Knowing how you want to structure a song is crucial in how you want the listener to perceive the feelings and messages of your song. If you’ve ever been to a modern church service, you’ll know that they are especially heavy-handed on repetition, because they want to drive home a message. In your own music, you don’t necessarily have to repeat the words that you want to emphasize over and over again. Even a simple repetition in your chorus or bridge are great ways to add some support to your song. You can also play with the structure, and cut out parts entirely to create a whole new feeling. What happens if your song doesn’t have a chorus? What about if you take the entirety of your second verse out? What if your whole song is made up of different quotes that then the listener has to piece together to find the meaning of what you are trying to portray?
Through your creation process, play with your words, and your art as a whole, and see how you feel at the end. If you are writing this song with the intention of performing it in front of people, keep that in mind so that you consider your audience. That could have a different effect then if you were writing it just for yourself.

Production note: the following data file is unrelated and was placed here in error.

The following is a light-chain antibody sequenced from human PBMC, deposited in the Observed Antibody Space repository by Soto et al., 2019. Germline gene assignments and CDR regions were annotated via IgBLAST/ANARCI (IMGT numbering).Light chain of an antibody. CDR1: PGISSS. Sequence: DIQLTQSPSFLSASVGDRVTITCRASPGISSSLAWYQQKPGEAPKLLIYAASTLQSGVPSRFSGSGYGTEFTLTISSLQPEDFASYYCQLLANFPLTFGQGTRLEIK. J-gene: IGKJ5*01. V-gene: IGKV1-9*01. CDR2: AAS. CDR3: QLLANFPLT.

Remember, this is YOUR art
With all of this, nobody can tell you what you are doing is right or wrong. There might be things that others warn against in your songs, because they will make them more confusing to follow or not as catchy, but in reality, you can make your songs whatever you want them to be. The first step is to know yourself in your songwriting, and to know what kind of art you want to create, and that’s what I have given you here. Just like in any visual medium, there are those who will criticize it, but art is meant to be seen and heard, and I say that if you have a few haters, you’re doing something right if you are truly creating from the heart. I want you to write songs as your most authentic self so that you can experience what it’s like to experience how freeing writing a song can be once you have a little practice. Let this article be a guide for you to truly feel out what creating a song is like, but don’t be afraid of just jumping in and trying it out.